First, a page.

How to Fix a Compromised Account, or:
What To Do If Your Facebook Account Gets Hacked

Brian Gongol

Part 1: Stop the bleeding

  1. Change your Facebook password right away. Use something temporary; you're going to need to change it again in part 3.
  2. Do the same with any accounts where you've used the same password as you've used on Facebook.
  3. Delete anything that may have been posted in your name by someone else. Check your outbox for messages they may have sent, too.

Part 2: Go into lockdown

  1. Run a comprehensive antivirus sweep on any devices you use. Don't forget laptops, desktops, tablets, smartphones, netbooks, or anything else you may ever have used to log in to the compromised account.
  2. Once complete, change the security passwords on each of those devices.
  3. Change the password on your home WiFi router and any others you may use.
  4. Delete all automatic connections to any wireless networks you may have stored on your devices.

Part 3: Sweep up the remaining mess

  1. Change all of your compromised passwords again (that is, any password used on any account that got hacked, as well as any other accounts where you might have re-used that password).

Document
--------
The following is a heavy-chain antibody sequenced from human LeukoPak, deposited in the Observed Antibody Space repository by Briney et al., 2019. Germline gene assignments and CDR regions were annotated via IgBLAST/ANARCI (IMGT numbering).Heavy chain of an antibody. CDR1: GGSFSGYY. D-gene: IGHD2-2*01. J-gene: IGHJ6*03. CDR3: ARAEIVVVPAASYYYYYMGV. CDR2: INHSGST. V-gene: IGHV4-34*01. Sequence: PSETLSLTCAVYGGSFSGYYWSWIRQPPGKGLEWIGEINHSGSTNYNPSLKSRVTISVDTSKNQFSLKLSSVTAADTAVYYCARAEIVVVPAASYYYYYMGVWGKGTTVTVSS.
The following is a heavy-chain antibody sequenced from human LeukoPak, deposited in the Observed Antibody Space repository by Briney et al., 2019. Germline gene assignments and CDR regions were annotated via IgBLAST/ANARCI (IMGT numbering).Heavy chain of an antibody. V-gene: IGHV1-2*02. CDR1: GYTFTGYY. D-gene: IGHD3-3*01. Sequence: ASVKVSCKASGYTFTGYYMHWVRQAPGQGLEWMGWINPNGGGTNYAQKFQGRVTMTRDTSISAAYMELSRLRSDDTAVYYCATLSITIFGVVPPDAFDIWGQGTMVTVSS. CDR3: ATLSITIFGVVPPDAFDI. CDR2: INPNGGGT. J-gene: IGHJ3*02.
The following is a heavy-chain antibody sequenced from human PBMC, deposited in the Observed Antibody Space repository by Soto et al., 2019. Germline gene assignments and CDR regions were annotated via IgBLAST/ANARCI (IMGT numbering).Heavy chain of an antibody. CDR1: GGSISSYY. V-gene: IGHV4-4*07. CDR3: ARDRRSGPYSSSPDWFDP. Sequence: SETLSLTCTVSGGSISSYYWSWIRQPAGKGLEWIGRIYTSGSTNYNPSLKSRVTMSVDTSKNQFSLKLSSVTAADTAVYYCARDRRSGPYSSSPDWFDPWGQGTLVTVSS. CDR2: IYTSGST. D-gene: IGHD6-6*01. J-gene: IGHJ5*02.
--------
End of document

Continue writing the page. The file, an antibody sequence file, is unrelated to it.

2. Change the passwords on any other critical accounts.
  3. Run a backup of any valuable files on your computer and store them in a safe location. If it's really valuable, take the time to record it to a CD-R or DVD-R and store it someplace safe.

Part 4: Keep it from happening again

  1. Don't use unsecured wireless networks anywhere (this includes hotels, restaurants, and stores).
  2. Continue to use different passwords for different accounts. You should not have the same password shared among any critical accounts (including email, social media, online banking, and any other account where your identity could be compromised and cause you headaches).
  3. Be vigilant: Your password may have been stolen when you used an unsecured wireless network. It may have been due to a virus on your computer. It may have happened when you fell for a scam and clicked on a link you shouldn't have. Practice good security hygiene.